What happens when ID’er’s start asking too many questions..

This seems to be a hot topic right now – I’ve seen it in a number of places, and it’s one of my pet themes. It starts with the question:

  • Where does this learning project come from?

Does the Learning Director/Department manager simply hand the learning project to the Instructional Designer? And where do they get it from?

It’s our business to ask questions, and those questions will soon be asking how the Learning Project meets the needs of the business. Then, from there, it’s a short step to ask if this particular learning project is really the best way to address the perceived needs.

A lesson learnt from my time in programming is that there are two targets:

  • Build the right solution
  • Build the solution right

If you haven’t identified the problem that you need to solve, you could easily waste a lot of time and money building something – which may be great in itself – but isn’t actually what was needed. And nobody wants to do that.

So, here’s the dilemma. The manager hands you a brief for a learning project. You know that you can get the same learning ‘off the shelf’ from one of the content libraries. Or you can see that making a course from the source material you have been given won’t fulfil the objectives. Do you carry on?

As a freelancer, the answer is simple. Yes. You’d be a fool to let on that you’ve seen a similar course on Coursera for $50 and deny yourself the contract. And you’ll be paid whether or not the organizational goals are met – by the time this is known, the project will be a vague memory. 

Working in a company, this may seem easier – In a previous life, I’d go back to the Learning Director and suggest that getting these courses from such-and-such provider would mean the learners would benefit months sooner, the eLearning team would be free to work on projects we couldn’t buy, and we’d save the organization thousands by investing a small amount. So soon I found myself guiding the overall digital learning strategy.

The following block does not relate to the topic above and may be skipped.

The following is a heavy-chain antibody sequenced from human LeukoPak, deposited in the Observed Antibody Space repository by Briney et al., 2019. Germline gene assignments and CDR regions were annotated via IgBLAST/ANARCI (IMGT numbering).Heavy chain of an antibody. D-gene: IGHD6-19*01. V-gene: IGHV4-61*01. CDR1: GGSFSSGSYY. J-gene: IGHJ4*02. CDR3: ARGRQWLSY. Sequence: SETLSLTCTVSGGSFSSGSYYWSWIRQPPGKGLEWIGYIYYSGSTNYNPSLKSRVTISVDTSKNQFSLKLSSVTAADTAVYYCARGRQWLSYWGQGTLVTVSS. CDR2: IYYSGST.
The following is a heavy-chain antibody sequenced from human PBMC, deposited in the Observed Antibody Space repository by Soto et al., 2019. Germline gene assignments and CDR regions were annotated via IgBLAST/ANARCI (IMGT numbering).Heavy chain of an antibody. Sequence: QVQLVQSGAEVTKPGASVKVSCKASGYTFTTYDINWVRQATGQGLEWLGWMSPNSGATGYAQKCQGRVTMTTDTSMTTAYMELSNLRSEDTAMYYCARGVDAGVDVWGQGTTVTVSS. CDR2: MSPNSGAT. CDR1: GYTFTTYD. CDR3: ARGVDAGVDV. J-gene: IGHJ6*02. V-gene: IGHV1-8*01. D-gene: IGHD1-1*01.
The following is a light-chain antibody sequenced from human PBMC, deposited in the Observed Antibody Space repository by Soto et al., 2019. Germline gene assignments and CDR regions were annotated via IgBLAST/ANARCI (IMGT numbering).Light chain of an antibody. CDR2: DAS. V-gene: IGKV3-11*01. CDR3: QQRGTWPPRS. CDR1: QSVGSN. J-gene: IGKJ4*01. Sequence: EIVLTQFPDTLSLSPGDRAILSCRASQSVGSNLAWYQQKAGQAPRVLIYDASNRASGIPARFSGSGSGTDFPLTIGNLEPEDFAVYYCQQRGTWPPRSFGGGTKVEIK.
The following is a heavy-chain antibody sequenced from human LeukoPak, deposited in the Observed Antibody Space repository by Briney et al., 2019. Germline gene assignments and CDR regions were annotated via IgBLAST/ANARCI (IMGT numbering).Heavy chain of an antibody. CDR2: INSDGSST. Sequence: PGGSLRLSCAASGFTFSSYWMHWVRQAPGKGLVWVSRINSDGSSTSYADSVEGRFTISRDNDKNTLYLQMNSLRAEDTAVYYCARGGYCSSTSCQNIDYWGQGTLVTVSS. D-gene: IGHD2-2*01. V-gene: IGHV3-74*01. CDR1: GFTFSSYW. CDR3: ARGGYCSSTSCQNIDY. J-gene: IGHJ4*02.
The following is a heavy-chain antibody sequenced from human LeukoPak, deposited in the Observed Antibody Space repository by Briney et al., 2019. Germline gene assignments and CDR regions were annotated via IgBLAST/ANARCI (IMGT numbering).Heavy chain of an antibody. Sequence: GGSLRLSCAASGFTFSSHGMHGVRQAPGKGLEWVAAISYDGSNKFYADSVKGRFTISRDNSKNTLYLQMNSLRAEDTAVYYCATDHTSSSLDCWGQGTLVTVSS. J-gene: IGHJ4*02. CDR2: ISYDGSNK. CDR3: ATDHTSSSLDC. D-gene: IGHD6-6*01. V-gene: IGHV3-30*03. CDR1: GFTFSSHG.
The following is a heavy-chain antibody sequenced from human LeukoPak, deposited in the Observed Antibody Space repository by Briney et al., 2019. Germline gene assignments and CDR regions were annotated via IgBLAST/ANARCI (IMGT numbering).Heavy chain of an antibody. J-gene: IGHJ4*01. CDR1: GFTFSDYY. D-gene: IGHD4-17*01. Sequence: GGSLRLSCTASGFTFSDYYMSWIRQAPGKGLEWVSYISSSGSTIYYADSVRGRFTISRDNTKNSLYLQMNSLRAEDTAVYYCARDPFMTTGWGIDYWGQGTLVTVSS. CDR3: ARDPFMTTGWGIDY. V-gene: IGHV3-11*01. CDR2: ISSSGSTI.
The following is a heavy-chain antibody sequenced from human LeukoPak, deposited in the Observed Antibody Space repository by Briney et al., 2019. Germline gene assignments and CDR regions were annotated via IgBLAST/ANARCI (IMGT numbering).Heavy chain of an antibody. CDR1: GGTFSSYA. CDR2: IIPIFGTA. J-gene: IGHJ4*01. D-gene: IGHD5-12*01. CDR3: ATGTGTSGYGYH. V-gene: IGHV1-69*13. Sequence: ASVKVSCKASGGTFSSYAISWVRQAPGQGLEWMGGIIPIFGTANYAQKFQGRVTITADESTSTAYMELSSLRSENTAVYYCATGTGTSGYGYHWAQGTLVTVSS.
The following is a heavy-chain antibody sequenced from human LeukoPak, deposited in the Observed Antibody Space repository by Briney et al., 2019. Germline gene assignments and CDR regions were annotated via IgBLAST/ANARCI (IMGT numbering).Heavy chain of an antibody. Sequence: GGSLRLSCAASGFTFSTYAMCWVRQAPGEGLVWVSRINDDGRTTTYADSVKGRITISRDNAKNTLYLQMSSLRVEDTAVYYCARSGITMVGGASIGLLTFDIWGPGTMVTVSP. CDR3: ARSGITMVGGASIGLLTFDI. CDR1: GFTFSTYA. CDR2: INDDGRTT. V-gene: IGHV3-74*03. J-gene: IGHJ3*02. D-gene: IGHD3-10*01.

But in doing this, I had shot myself in the foot. As the eLearning expert, I’m no longer creating courses – I’m too busy making contracts and agreements with external suppliers, sifting through libraries and evaluating other people’s courses. The output of our eLearning team has also dropped – the focus had shifted to sourcing eLearning, administration, gathering requirements from the various business areas – and finding eLearning providers who could provide courses to meet these requirements.

And hey presto, I’m no longer an Instructional Designer, but a project administrator. I’m now forced into a role which I didn’t want. Time to say goodbye. Kind words from the department head on leaving – “What I respect about Adam is that he won’t do something unless he believes what he’s doing is the right thing.”  I think it’s nice to be that principled, but sometimes in businesses, compromises need to be made, it’s only really worth entering into battles when you can see a positive outcome. 

And, finally, a warning. As an Instructional Designer, yes, it is an important goal to understand how your project fits with the needs of the organization. But you need to know how the goalposts are fixed by many different stakeholders – both inside and outside the organization. And mess with them at your peril – the consequences might lead you places you don’t want to go!